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keep a stricter guard upon my appetites, upon my passions, upon my tongue, and upon all the powers both of my body and my mind : That I would better iinprove my time-Would more carefully spend my sabbaths-Would acquaint myself more with God and the truths of religion—Would live more disengaged from the present world, as expecting shortly to leave it; and more under the power of the world to come, as one whose treasure and heart are in heaven, and who continually expects to be called up to that happy state. Remember, my soul, what sins at that time lay heaviest upon thy conscience? What parts of thy past conduct gave thee the greatest uneasiness or remorse? Was there any matter of wrong or injury done thy neighbour, which then gave thee concern ? Be sure thou now iinmediately repair it: make the best restitution of which thou art capable ; that it may be abolished and blotted out.-Was there any duty towards God, or thy redeemer Jesus Christ; any act of divine worship for the neglect of which thy heart smote thee? Presently set about it; and fulfil thy solemn purpose to live no longer in its neglect.—In a word, whatever good thing thou didst then wish thou hadst done, or resolvedst to do, if God would be pleased to spare thee, now do it without delay, with diligence, and all thy might. Behold! God has heard thy vows; and given thee further space to work out thy salvation; take heed that thou perform what thou didst solemnly promise ; beware of being found false or treacherous to thy covenant. Remember, thy times are yet in God's hands; and if thou break the condition upon wbich thou wert restored, it may justly be expected that another sickness will soon be sent-And that then no prayers nor vows from such perfidious lips will any more procure a re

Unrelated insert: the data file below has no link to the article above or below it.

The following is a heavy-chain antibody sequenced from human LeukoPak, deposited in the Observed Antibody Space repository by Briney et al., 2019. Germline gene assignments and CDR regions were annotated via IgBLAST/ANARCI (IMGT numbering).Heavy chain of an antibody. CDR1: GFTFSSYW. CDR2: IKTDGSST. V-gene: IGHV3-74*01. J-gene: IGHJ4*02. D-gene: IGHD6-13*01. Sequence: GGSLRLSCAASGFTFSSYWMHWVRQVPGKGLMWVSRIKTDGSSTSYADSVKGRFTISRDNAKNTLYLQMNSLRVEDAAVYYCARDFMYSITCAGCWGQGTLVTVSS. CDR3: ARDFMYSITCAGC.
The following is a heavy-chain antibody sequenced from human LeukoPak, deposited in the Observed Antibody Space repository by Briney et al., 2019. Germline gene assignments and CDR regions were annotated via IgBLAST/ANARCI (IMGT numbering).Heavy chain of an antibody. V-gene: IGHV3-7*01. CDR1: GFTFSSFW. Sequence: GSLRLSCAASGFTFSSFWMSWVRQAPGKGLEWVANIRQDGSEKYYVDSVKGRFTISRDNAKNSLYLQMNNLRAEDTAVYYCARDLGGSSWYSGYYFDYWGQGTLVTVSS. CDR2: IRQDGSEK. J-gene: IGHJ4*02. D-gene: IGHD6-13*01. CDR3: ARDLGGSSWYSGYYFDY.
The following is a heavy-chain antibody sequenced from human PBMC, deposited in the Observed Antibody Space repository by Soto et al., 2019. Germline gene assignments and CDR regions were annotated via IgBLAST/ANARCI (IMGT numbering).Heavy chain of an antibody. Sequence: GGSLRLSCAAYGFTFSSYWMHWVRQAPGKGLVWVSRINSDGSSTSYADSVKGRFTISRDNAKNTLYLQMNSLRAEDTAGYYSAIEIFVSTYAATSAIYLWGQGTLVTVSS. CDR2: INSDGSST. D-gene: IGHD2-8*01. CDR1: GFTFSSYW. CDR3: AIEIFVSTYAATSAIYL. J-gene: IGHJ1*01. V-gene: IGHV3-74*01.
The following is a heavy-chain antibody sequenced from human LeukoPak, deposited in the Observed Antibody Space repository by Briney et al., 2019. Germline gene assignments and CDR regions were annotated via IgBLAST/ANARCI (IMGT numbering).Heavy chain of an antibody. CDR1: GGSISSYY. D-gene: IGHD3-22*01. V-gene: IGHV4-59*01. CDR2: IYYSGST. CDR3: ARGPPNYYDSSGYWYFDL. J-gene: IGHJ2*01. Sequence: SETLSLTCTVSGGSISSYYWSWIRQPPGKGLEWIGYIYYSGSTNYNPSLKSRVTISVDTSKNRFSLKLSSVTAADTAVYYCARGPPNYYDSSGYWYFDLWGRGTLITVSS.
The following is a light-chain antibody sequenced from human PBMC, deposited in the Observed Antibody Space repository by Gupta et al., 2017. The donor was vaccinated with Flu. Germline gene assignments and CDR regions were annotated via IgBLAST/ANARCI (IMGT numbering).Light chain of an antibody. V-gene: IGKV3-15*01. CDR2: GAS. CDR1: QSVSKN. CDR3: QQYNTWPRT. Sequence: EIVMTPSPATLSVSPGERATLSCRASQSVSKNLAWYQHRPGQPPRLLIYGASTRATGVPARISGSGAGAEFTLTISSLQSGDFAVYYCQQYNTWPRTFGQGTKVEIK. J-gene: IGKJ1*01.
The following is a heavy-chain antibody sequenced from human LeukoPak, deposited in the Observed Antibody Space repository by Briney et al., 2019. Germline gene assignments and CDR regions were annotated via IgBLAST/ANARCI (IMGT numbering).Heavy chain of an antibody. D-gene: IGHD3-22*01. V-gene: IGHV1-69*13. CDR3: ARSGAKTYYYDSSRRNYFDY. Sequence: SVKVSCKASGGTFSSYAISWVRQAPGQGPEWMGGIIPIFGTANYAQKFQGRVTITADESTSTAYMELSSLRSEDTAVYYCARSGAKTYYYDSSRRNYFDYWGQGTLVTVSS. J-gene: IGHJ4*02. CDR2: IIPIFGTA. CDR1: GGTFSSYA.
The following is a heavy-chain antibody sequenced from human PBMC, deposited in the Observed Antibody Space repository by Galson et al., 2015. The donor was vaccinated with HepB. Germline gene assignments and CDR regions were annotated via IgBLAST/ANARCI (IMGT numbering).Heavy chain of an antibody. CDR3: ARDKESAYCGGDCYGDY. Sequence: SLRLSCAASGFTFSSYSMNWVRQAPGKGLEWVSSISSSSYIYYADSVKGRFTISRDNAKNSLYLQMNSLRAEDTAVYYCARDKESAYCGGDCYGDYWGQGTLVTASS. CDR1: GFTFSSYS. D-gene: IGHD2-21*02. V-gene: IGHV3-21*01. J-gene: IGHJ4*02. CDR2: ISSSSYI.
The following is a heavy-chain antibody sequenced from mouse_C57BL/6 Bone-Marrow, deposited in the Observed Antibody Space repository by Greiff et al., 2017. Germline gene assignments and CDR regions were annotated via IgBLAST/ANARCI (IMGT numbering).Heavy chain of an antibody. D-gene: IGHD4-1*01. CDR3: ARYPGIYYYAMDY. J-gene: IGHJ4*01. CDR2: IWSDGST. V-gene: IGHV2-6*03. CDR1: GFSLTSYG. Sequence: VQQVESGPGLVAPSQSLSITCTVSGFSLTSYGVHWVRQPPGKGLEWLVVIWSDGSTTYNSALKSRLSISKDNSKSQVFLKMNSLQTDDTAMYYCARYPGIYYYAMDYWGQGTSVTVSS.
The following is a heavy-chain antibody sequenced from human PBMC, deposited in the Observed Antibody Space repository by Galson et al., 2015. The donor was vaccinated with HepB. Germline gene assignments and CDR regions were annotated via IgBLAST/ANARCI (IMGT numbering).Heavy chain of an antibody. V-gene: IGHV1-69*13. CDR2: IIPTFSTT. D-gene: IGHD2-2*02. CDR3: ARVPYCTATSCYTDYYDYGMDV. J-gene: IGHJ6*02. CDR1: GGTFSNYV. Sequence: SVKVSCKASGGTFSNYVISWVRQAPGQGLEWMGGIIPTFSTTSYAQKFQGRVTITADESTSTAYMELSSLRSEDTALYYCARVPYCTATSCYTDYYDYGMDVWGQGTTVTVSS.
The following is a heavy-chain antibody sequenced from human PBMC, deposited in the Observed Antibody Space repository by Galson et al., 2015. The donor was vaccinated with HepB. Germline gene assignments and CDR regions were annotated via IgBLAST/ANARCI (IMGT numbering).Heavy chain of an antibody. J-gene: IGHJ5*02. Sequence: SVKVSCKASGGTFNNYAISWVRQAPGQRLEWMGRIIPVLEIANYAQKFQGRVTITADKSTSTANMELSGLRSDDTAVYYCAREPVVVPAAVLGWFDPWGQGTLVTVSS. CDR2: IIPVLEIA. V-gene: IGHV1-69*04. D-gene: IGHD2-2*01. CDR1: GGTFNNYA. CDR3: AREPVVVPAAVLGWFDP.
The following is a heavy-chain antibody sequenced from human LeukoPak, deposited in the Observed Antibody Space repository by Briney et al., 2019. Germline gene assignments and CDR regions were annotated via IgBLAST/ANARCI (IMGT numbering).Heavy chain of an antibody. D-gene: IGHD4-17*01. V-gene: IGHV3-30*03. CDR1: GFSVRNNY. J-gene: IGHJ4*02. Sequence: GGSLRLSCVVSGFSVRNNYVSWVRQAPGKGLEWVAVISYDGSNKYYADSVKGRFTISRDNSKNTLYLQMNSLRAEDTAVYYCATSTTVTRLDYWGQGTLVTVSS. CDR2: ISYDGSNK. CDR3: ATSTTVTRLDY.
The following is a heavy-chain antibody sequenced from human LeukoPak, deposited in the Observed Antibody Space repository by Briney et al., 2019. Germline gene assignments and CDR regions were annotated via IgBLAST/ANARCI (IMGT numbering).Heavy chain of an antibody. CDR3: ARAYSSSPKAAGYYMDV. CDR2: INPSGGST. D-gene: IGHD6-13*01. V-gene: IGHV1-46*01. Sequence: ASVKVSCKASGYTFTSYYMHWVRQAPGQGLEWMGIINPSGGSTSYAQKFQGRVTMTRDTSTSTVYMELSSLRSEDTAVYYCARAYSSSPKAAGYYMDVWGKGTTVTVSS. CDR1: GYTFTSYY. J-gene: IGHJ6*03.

prieve, or move the divine regard. Better were it never to have towed, than to row and not perform.